Tue, Dec 6, 2016
One person can make a difference in the well-being of a company if they “get it” when others don’t. If you fail to hire such people, if you do not include them in the discussion during a crisis, you are more likely to see a problem worsen or repeat. What makes them different? They are “principles first thinkers.”
BACKGROUND: FIRST PRINCIPLES THINKING
Time and again I have seen clients analyze a situation, take action only to see the problem worsen or repeat. As Prof. Neustadt advised in his book, Thinking in Time, people often ask “what should I do about this?” before they ask “How should I think about this?” and are trapped in wrong assumptions, wrong beliefs and flawed analogies.
Abe Ankumah, CEO of a network software company, interviewed by Adam Bryant for his Corner Office column in the New York Times, said: “I look for “first principles thinkers” when I hire.” And when he assembles a group in his company to solve a problem. What is a “first principles thinker?” Simply:
Someone who pursues the essence of a problem and instead of jumping to solutions examines big picture patterns and root causes of the problem (or opportunity). Then and only the do they jump to solutions.
EXTENDING THIS THINKING TO THE HIRING PROCESS
Our last post was about a real life situation which focused on an observation by someone with fresh eyes and principles-first thinking: it is a mistake to view a new hire as added cost if it is really an investment with a return; and vice versa. That is why Google sometimes buys a small company to “acq-hire” talent and may even dissolve the business.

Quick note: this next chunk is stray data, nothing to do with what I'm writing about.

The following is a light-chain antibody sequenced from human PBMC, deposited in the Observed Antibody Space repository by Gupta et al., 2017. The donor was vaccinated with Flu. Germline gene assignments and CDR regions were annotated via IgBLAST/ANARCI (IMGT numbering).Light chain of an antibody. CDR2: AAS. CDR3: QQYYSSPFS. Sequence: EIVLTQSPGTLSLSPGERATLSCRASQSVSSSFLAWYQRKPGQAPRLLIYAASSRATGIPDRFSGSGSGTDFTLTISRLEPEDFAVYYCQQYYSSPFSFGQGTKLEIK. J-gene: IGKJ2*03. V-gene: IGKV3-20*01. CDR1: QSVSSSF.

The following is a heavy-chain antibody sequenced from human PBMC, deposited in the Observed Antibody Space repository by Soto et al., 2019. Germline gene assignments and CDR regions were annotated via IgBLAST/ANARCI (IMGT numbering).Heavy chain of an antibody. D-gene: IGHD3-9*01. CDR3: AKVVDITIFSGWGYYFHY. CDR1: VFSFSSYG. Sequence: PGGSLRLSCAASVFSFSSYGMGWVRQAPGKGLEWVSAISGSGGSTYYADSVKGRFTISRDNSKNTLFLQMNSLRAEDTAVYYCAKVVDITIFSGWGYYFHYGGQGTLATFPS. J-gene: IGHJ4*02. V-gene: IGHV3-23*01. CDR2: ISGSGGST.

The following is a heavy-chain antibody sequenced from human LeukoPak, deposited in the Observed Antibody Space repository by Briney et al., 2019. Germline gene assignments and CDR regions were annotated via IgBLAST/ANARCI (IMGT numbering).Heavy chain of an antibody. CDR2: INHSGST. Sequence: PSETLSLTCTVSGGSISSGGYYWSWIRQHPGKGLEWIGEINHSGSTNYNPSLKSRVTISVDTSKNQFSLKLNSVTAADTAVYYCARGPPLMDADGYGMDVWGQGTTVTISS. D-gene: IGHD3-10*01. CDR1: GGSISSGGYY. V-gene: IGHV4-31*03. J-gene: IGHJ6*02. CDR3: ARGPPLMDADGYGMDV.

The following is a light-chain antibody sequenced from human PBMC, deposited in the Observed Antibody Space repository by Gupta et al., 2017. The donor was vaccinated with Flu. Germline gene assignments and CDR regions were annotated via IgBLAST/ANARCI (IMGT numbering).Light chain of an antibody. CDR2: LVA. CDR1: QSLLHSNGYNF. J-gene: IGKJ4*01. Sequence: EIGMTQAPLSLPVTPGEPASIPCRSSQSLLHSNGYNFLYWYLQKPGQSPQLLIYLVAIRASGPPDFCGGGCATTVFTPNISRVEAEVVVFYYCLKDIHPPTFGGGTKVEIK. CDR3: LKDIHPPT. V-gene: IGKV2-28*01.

How do you find, attract and retain such people?
Why do so many hires fail, especially at senior levels? The top reason is not capability. It is fit with the company culture:
- Moving too slow in a fast culture
- Playing as a start in a team culture
- Demanding more responsibilities before earning trust and respect
- Applying success factors in product sales to a service company
If you view recruiting as a cost, you are probably struggling to find “best athletes” in key positions who stay with the company for years. And you have had new hires fail. Or are about to .If you view recruiting as an investment in the future of the company, you will spend on:
- The process of engaging the candidates as people
- Behavioral interviewing: asking questions which reveal ethics, assumptions about successful behaviors
- Reference checking by your own senior people, not just by search professionals
One CEO client searching for his own replacement (and move to Chairman) did all of the above and more:
- Had candidates sign a non-disclosure agreement, sent them financials and required them to create and present ad defend their own short (2 or 3 page) bullet point strategic plan
- Organized dinners with candidate and spouse (in one case, with a board member)
- Required an essay on the pros and cons of working directly for the founder
- Asking questions in interviews focused on situations involving moral choices, ethics, beliefs about unwritten rules for success
- Reference checks done by the most senior company executives, not just the search firm
As a result, they eliminated finalists who might have failed and uncovered a candidate better than the others. Still no guarantee, but a long way toward making a wise choice. This is kindred in spirit to what Disney has done for years in the way of “realistic job previews” for theme park employees.
LESSONS FOR LEADERSHIP
What is more important than getting the right leaders into a company? Those who skimp on recruiting get what they pay for — if they are lucky. The smart leaders view this as an investment.
There is a terrific source of this kind of learning in an internet radio show and website with tools and ideas:
That’s just my view. What’s yours?